Certain pressurized devices like boilers can cause backflow, which is where the connection to HVAC comes in. Before installing a furnace or other HVAC appliance that could create backflow, a technician needs to perform backflow testing.

 

The way we avoid backflow is through a plumbing device called a backflow preventer. You can think of a preventer as a one-way gate. It allows water to flow through the pipes in the correct direction but blocks backflow when it occurs. This prevents wastewater from entering the rest of your water supply and contaminating it.

 

When a technician performs backflow testing, what they’re really doing is making sure the backflow preventer is fully operational. Once that’s been confirmed, they can go ahead with the rest of the installation. A working backflow preventer will keep potential impurities in the HVAC lines from causing backflow in the rest of your plumbing. This will save you from water damage, damage to the plumbing, and potential health issues from drinking tainted water.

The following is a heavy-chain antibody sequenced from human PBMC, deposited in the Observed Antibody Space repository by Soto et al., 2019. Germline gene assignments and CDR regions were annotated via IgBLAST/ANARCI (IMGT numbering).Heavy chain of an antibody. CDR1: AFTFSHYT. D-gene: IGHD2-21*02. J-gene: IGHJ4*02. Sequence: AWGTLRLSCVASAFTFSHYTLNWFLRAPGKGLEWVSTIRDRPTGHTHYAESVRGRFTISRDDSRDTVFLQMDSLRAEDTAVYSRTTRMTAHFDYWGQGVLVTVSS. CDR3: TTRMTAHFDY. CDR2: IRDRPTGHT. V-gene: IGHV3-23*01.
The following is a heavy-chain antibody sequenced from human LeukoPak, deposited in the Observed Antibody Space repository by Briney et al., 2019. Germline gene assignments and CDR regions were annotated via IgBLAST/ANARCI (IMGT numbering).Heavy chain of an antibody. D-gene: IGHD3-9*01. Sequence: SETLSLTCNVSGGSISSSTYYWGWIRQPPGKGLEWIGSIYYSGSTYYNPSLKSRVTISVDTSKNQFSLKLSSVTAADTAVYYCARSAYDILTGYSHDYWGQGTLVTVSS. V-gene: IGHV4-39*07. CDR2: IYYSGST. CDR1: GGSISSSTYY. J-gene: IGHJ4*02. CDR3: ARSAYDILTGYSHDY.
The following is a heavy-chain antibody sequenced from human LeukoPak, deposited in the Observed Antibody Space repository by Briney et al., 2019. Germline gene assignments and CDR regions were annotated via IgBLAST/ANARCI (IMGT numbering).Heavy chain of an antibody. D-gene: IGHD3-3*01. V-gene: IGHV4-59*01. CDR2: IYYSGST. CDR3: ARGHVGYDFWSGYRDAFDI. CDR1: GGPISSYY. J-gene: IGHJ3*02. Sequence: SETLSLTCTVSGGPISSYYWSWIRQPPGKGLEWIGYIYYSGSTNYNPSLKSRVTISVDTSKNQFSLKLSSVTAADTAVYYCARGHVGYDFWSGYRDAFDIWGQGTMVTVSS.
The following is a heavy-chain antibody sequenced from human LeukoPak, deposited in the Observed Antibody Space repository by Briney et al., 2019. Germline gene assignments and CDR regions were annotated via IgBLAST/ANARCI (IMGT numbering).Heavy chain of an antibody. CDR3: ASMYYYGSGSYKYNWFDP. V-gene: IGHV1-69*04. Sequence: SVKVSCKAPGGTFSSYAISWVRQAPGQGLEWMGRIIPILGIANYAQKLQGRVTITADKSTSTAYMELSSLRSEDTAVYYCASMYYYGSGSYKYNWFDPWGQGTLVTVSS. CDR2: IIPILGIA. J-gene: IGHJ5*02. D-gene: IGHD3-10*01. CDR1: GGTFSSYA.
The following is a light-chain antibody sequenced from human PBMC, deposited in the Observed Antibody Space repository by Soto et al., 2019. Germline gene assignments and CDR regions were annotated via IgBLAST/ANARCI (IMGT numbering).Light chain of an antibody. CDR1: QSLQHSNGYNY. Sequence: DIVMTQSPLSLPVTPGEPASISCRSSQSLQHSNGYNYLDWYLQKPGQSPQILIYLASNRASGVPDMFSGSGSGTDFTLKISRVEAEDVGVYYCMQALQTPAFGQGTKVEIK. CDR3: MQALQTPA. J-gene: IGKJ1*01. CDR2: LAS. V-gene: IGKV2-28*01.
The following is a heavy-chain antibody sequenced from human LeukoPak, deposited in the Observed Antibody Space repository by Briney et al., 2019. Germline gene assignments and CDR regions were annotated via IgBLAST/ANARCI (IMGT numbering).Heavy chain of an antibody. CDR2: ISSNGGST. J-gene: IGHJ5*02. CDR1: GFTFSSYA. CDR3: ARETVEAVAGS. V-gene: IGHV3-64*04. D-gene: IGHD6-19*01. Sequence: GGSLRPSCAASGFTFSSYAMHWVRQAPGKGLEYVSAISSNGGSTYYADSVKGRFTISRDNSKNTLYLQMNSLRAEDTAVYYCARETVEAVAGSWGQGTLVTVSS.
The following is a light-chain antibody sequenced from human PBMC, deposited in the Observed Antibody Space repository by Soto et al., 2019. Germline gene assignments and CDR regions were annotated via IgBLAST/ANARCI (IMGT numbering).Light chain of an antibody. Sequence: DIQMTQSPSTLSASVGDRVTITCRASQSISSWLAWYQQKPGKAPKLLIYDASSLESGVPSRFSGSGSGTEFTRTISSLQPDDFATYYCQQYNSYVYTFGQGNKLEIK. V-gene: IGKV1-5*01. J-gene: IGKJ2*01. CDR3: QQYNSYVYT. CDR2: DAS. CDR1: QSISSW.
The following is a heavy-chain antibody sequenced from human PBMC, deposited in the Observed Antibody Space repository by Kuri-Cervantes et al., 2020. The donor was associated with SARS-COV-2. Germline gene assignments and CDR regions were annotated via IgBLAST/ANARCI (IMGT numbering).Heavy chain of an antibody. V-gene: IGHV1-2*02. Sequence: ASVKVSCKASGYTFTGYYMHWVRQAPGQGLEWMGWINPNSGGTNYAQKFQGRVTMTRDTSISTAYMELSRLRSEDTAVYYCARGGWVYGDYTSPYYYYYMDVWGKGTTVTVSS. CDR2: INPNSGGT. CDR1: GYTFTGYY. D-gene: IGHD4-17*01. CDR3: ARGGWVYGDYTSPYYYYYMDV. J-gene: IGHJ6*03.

Residential Backflow Testing

A full and thorough backflow test in a residential building will go over more than just the backflow preventer in the water main. Today’s houses are full of risk spots for potential backflow, and each one typically comes with some form of backflow protection. For example, most modern plumbing fixtures use air gaps to prevent backflow if the fixture itself starts to back up. Sinks, toilets, bathtubs, and dishwashers all stop the flow of water automatically if the drain is backed up, so the backed-up water never reaches the clean water source and flows back through it.